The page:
I consider myself a fairly well cultured person, but if asked to name some old American composers a few weeks ago I could only come up with Aaron Copland (him of Fanfare for the Common Man) and Samuel Barber (Adagio for Strings). But nowadays I can name a third: Edward MacDowell.
MacDowell was born in New York at the start of the 1860’s. He moved to France in 1876 to study piano at the Paris Conservatoire. Whilst there his skills in art were also noticed and he was offered the chance to study painting instead, but turned this down to concentrate on his piano. Art’s loss was music’s gain and he would go on to produce some beautiful pieces. After Paris he spent an unhappy time as the head of piano at the Darmstadt Conservatory before moving to Frankfurt. There is a sketch, in the 1909 Lawrence Gilman book – published the year after MacDowell’s death, of the composer Liszt drawn by MacDowell in 1883. Liszt wrote a glowing letter to MacDowell praising his work.
He moved back to America in 1883 settling in Boston. One of his most famous pieces is the 1896 Op51 Woodland Sketches. Rooted in the folk tradition and based on his love of nature, this collection of 10 piano pieces starts with To a Wild Rose. Here I am playing it:
Other beautiful pieces from this works are Op51 No.3 At an Old Trysting Place, No.6 To a Water Lily, No.8 A Deserted Farm and No10 Told at Sunset. What I like about this whole suite is that that it is unlike music that I have really heard before.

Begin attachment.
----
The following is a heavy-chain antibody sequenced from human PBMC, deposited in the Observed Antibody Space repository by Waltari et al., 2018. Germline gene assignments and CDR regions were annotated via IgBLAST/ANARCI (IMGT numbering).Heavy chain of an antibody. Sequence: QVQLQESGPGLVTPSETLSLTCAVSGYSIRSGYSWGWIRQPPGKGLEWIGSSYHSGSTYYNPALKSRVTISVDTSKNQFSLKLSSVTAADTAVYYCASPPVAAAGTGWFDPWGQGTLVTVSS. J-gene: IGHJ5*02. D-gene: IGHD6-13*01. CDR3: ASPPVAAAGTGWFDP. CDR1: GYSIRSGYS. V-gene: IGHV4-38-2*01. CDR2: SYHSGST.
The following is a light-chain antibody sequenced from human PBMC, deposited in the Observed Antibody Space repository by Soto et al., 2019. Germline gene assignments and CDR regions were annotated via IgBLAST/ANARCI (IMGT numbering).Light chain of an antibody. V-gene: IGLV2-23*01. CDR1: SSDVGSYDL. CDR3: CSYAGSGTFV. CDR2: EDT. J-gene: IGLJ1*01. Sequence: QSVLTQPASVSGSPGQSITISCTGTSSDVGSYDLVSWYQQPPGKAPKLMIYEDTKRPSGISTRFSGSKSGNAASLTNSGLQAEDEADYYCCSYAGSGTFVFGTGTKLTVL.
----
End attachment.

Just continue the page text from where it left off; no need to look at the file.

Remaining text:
As for MacDowell, unfortunately he died in 1908 in his late 40’s. The official cause of death was paresis. Which means a loss of voluntary movement. At the time the talk was that he was fatigued from overwork, and damaged from an incident when he was hit by a cab, and this account persists on wikipedia. But paresis was often shorthand for ‘general paresis’ which was a neuropsychiatric condition caused by untreated syphilis. In 2006 Arnold T Schwab wrote a convincing piece for Musical Quarterly about MacDowell’s death suggesting that undiagnosed case of syphilis from 20 or so years earlier before he was married was the most likely cause of his mental and physical decline. In 2013 E. Douglas Bomberger suggested bromide poisoning was the cause of his symptoms. We will never know, nor does it matter. We can just enjoy his music and he can take his place amongst the great American composers